Mutiny (1952)


(director: Edward Dmytryk; screenwriters: from a story by Hollister Noble/Philip Yordan/Sidney Harmon; cinematographer: Ernest Laszlo; editor: Frank Sullivan; music: Dimitri Tiomkin; cast: Mark Stevens (Capt. James Marshall), Angela Lansbury (Leslie), Patric Knowles (Capt. Ben Waldridge), Gene Evans (Hook), Rhys Williams (Redlegs), Robert Osterloh (Feversham, gunner); Runtime: 77; MPAA Rating: NR; producers: Frank King/Maurice King; Startime Video; 1952)

“Lively small-budget programmer, a sea adventure set during the War of 1812.”

Reviewed by Dennis Schwartz

Edward Dmytryk (“Seven Miles from Alcatraz”/”Warlock”/”Back to Bataan”) returns from the Blacklist, thanks to the King brothers, indie producers, to direct this lively small-budget programmer, a sea adventure set during the War of 1812. The potboiler was made in 18 days. Dmytryk’s aim was to move up from B films to make once again the A film, and helps his cause by getting the most he could out of this routine sea adventure. It’s based on a story by Hollister Noble and the screenplay is by Philip Yordan and Sidney Harmon.

At the onset of the War of 1812, the young Capt. James Marshall (Mark Stevens) is commissioned to have his ship, the Concord, run the British blockade and go to Paris to get an unofficial businessman’s war loan from France of $10 million in gold bullion to fight the war. He’s given permission to take as first mate the experienced Capt. Ben Waldridge (Patric Knowles), who was cashiered out of the British Navy because he stole the payroll to pay his wicked wife Leslie’s (Angela Lansbury) debts. Ben was given asylum in America, but his wife left for Paris. Still in love with her, he agrees to the mission, bringing to the Concord his own veteran gun crew, even though his pride is hurt by the demotion in rank, because he sees this as his only chance to once again see his wife.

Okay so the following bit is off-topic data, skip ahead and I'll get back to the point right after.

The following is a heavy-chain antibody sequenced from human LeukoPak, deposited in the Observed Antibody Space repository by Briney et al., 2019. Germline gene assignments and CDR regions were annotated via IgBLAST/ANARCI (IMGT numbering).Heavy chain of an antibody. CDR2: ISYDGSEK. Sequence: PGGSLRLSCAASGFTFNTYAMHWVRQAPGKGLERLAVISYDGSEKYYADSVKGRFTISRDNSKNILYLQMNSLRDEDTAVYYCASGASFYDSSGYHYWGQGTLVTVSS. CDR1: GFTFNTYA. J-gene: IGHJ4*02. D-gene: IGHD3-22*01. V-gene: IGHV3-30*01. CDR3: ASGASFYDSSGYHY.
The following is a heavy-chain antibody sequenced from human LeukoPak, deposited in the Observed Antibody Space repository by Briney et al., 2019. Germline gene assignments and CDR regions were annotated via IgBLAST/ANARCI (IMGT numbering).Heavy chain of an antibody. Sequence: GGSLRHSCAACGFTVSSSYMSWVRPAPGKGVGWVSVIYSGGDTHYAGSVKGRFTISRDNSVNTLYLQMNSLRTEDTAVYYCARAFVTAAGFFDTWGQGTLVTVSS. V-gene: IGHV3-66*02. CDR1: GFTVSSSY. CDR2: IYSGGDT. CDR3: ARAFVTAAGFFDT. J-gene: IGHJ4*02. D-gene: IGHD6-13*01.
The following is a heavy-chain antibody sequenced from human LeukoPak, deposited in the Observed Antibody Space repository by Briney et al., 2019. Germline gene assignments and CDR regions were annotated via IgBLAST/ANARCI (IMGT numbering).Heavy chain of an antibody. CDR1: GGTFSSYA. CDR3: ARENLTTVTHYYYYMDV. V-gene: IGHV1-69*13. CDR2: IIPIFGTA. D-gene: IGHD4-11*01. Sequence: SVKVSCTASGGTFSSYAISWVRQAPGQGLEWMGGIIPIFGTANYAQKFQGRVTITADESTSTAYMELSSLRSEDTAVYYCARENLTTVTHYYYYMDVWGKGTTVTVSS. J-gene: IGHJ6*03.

On the voyage, two of Ben’s crew members, Hook (Gene Evans) and Redlegs (Rhys Williams), get wind of the mission and talk Ben into stealing the money and taking the boat from Marshall in a mutiny. When femme fatale Leslie gets on in Paris, she makes sure that Ben doesn’t change his mind by threatening to dump him if he doesn’t get her the money. After the mutiny Marshall survives to recapture the ship in the Caribbean and torpedoes the pursuing British war ship the Britannia with the help of the conflicted Ben, and returns to America as a hero.